If you'd like some green tea options to try, these are my favorite for brewing kombucha: Organic Gunpowder Green and Non-Organic Gunpowder Green.* If you find that when brewing with green tea, the flavor is too bland or vegetal on its own, you can mix in some black tea to help offset that.


Loose-leaf tea vs. tea bags

I prefer loose-leaf tea over bagged tea because:

  • Loose-leaf teas tend to be better quality all-around. Tea bags often contain poor-quality or small, chopped-up pieces of tea which can lead to bitter brews if you steep them very long. (And remember, with kombucha, you want a long steep time so you can extract as many nutrients from the leaves as possible.) I happen to believe that quality tea should look like leaves, not dust in a bag, but hey -- that may just be me!

  • Loose-leaf teas are generally a better deal than good quality bagged teas. You get more bang for your buck with good quality loose-leaf bulk tea.

  • Loose-leaf teas are more environmentally friendly (no need to waste paper, staples, etc.).

  • Poor-quality tea bags can often contain bleach or other chemicals in the paper/fabric of the tea bag itself. Manufacturers are often not required to put those “ingredients” on their labels. So you never know what chemicals you might be leaching in your tea from that tea bag you’re steeping.


But I know that there are many good quality tea bags out there as well, and I understand that they’re much more convenient. I happen to find that the increase in quality is well worth the extra effort involved with loose-leaf tea, but you’re of course more than welcome to decide for yourself what works best for your brew!

If you find a brand of tea bags that you like, do what you’ve gotta do for your bucha! Just cut the steeping time in half to accommodate for the smaller tea pieces in the bags and avoid bitterness.

What determines tea quality? How much should you spend on "good quality" tea?

I'm often asked what determines a good quality tea. But very similarly to wine, quality tea can come in different forms and it all depends on the region it was produced, the particular tea farm that picked the tea, how it was processed and how it was shipped to you. I consider myself a bit of a tea enthusiast (so much so that I've got a botanical sketch of a tea plant tattooed on my arm -- yes, really). So I find myself tasting hundreds of different types of teas at various price points.

I often use loose leaf teas that are in the $15-25 per pound range for brewing kombucha. Any pricier than that, and I don't really see that much of an increase in flavor that makes the extra cost worth it. And in a few cases, the expensive teas turned out better when drunk straight (unfermented) and developed flavors I wasn't really a fan of after I fermented them.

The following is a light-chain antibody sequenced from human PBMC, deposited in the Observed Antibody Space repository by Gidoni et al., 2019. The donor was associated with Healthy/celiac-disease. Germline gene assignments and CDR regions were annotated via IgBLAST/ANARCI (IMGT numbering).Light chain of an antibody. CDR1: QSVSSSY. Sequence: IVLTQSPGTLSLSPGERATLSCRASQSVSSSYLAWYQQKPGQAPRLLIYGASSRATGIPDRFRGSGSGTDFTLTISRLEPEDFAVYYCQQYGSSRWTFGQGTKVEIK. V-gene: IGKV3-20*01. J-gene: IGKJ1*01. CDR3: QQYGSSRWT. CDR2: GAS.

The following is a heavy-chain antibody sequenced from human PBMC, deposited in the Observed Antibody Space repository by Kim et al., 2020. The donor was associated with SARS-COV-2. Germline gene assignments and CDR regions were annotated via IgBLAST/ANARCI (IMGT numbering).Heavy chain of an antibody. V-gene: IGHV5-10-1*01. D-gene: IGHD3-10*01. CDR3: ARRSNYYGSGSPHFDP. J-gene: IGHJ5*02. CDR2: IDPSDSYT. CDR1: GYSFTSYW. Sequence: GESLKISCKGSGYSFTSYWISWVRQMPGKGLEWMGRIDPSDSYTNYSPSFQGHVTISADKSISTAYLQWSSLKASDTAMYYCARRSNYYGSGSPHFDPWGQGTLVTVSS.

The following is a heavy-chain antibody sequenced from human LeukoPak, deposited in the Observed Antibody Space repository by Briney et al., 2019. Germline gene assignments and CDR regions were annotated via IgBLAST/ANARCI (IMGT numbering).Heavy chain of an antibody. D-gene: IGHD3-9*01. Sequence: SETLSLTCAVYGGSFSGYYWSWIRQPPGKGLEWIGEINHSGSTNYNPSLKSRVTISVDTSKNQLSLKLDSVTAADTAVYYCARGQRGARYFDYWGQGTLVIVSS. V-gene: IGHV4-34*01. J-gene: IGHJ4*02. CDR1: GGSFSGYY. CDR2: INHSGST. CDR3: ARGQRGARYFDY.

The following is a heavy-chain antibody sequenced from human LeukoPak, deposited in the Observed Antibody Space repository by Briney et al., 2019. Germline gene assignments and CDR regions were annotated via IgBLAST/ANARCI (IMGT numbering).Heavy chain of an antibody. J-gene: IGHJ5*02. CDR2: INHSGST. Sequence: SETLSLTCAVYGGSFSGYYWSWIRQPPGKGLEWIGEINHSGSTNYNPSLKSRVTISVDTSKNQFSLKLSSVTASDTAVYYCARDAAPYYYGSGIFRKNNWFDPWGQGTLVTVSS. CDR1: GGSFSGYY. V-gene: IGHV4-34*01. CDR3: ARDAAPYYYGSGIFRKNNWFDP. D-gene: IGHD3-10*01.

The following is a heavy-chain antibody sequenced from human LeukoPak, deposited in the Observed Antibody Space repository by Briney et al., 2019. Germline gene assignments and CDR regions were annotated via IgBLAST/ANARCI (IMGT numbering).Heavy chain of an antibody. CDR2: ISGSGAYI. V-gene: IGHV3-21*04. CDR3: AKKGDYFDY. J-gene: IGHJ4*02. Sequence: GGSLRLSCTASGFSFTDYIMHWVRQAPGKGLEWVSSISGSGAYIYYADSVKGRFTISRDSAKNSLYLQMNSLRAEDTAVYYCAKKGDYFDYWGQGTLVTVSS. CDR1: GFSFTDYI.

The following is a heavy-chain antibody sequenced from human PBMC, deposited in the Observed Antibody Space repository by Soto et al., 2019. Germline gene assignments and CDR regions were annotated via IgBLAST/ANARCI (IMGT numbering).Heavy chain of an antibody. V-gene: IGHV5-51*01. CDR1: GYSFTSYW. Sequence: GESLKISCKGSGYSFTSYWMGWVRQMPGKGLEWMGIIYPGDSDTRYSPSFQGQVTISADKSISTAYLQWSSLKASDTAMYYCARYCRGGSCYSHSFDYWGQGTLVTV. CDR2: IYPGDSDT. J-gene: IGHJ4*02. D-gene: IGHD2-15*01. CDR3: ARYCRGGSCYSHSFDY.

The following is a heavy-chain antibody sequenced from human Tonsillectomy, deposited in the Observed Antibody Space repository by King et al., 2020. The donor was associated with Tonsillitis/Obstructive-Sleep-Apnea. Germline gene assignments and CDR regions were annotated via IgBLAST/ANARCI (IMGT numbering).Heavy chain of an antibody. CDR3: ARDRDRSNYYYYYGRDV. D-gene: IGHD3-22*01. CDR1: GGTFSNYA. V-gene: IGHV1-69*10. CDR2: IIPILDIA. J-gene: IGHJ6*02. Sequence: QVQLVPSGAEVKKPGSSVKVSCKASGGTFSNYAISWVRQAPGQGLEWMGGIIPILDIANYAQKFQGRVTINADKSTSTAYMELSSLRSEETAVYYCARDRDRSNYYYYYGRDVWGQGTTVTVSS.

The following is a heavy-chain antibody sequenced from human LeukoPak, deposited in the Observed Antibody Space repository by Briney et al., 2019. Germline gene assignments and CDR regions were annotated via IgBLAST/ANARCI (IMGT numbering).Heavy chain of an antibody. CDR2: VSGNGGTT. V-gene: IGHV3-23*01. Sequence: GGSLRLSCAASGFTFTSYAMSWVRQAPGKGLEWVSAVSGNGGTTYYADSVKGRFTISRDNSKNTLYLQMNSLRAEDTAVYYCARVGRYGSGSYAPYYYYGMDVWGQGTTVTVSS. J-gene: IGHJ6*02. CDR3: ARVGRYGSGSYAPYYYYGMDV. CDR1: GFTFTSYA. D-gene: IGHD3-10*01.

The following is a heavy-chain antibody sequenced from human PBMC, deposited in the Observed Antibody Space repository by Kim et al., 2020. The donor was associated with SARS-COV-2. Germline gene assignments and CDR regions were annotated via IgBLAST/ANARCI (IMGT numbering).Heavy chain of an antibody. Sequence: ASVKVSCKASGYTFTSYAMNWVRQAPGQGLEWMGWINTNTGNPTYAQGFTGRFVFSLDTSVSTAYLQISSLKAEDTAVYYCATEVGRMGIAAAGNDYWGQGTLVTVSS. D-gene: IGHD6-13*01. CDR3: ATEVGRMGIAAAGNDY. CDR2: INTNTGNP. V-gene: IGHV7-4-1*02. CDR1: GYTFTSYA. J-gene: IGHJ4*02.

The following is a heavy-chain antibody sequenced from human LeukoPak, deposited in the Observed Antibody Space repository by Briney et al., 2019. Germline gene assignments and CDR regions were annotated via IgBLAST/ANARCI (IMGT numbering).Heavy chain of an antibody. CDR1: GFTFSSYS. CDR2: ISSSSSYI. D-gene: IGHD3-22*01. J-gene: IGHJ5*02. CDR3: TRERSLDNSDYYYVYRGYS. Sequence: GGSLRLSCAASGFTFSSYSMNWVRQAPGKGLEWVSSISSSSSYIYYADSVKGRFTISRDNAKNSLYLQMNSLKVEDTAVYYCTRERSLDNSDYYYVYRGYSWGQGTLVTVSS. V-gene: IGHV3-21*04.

Since the very rare, limitedly-produced, single-estate teas I drink are often delicious enough to be drunk straight (without any additions or without fermenting it into kombucha!), then I often save those just to drink straight up. I don't bother fermenting them into kombucha knowing that the fermentation process can mask the nuanced, complex flavors or very high quality tea. I've tried all types of tea for kombucha -- white, black, green, oolong and pu-erh tea -- and I've tried teas at various price points. But I keep coming back to these two teas (for the reasons I list above): Organic English Breakfast Tea or Non-Organic English Breakfast tea.*

The truth is that many rare, single-estate teas are best drunk straight up on their own, without letting fermentation mask their complex flavors. As much as I love kombucha, I'm not dropping serious $$$ on expensive, top-quality tea if most of those flavors will be masked or diminished by the fermentation or the fruit flavorings. To me, that's almost as unthinkable as adding sugar and fruit to a rare, aged bottle of fine wine and letting it sit for a week or so before drinking it. Yikes!  


But in the end, use whatever tea you prefer! If you find a brand or a type that you like and works well with your culture, that's really all that matters! 

Related Resources

*On this page, you’ll find some affiliate links to sources where I’ve purchased my ingredients/materials that I use. I may get a small cut of Amazon's profit for finding + recommending them to you. It won't cost you any more than you’d normally pay for them. I went through a lot of trial and error to find low-cost, high-quality options to save us all money. But feel free to purchase from wherever you like!